My dad once told me a story about how he decided to become a doctor. It was because of his 10th grade science teacher. Here he was, the 9th of 10 children, going through school with no particular distinction. Years earlier, his mom had lied about his age and had gotten him into first grade when he was only five— evidently to get him out from under her feet at home. Now he was in the 10th grade, younger and smaller than everyone else. One day, his science teacher took him aside and said, “You know, you really have a natural ability in science. Did you ever think about becoming a doctor? I think you’d be a good one.”
Until that time, he had never thought about his future at all. The way things were going at home, he would have been relegated to being the delivery boy for his family’s grocery store, working for his five older brothers, some of whom were 20 years his senior. He already had to make deliveries on the weekends and during the summer for them and the idea of doing this full time depressed him.
From that short encouraging conversation, my dad became very motivated to succeed in school. He studied hard, got into the University of Virginia and never came home again. He got into medical school a year early by going to summer school each year instead of returning home to work in the store. This displeased his brothers because they wanted him to drive the delivery truck but he didn’t care. He knew what he wanted to achieve and he had the confidence to go for it. He still credits this teacher for showing him what was possible.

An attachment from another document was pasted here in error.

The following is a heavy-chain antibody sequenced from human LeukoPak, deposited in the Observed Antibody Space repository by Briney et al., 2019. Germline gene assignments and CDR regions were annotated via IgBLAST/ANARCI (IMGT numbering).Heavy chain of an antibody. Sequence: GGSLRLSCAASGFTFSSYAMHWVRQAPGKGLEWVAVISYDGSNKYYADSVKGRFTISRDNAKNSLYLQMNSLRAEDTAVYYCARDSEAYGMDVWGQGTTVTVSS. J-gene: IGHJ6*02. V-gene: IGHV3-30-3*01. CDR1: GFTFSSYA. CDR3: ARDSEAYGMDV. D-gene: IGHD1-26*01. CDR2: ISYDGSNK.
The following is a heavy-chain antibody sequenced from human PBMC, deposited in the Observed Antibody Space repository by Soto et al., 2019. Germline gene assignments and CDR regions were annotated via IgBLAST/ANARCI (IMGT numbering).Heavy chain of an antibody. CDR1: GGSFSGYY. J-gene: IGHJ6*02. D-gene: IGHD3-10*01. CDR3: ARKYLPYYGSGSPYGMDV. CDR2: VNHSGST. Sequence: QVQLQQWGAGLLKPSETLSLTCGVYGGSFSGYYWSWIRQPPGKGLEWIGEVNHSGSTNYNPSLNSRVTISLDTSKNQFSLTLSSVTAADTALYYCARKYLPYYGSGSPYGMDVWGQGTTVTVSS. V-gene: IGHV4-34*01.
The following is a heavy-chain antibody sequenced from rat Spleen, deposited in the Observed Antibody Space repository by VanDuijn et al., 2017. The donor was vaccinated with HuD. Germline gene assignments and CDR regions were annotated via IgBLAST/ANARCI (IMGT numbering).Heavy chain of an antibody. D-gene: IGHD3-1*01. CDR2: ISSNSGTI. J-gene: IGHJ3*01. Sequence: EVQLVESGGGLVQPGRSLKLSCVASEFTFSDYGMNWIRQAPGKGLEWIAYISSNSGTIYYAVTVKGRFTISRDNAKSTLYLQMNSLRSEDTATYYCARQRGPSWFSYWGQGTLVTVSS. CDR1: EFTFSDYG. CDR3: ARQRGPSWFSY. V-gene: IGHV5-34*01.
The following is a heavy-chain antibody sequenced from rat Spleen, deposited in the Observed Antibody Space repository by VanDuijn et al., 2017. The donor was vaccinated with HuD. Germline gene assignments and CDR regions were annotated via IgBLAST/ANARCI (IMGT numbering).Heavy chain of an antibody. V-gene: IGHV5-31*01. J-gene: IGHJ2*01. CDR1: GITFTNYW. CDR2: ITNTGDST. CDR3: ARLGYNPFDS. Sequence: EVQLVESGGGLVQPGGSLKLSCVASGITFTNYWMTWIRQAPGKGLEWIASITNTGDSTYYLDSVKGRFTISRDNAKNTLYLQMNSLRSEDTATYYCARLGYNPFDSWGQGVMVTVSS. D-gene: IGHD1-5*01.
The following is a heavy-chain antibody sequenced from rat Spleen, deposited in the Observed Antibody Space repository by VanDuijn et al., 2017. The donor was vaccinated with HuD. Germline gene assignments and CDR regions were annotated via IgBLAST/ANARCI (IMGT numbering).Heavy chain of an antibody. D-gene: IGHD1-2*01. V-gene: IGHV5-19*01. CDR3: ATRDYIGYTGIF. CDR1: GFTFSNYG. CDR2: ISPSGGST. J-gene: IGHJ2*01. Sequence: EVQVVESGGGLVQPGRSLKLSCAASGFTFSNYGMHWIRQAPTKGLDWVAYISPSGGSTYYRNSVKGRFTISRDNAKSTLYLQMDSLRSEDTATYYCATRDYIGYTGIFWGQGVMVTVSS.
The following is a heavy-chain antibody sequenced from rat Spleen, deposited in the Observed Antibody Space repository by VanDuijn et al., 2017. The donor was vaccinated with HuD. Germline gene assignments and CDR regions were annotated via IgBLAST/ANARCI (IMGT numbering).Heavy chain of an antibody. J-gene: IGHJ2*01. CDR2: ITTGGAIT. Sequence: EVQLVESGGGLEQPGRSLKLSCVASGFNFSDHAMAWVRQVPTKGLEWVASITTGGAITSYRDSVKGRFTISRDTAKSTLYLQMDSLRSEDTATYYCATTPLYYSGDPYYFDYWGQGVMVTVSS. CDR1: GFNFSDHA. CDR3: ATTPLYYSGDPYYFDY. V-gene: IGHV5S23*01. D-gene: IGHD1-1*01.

I’m not sure why this is so but it is often easier to see more in people than they see in themselves. We can be more compassionate, more forgiving, more accepting of another person’s shortcomings than we can of our own. It’s for this reason that I have such respect for certain teachers in my life. It is almost like there is gold inside of a person that doesn’t become gold until it is recognized as such. That’s what good teachers do. They can introduce you to your highest self.
From a lifetime of criticism by the adults and peers in our lives, it is only natural that we come to doubt our own abilities. One of the greatest gifts you can give another person, especially someone who looks up to you is to say, “You can do this. You have talent. You have a gift. I see something great in you.” By holding the vision of what is possible out to them we give them an opportunity to manifest what we saw in them. It doesn’t happen instantly, but our belief in them may give them the courage and the confidence to work towards achieving that vision.
Do you remember a teacher who took a particular interest in your development and success, who saw something in you and made a difference in your life? I’d love to hear about how this person affected you. They’d probably like to hear from you as well.
I welcome your comments on this or any other blog post.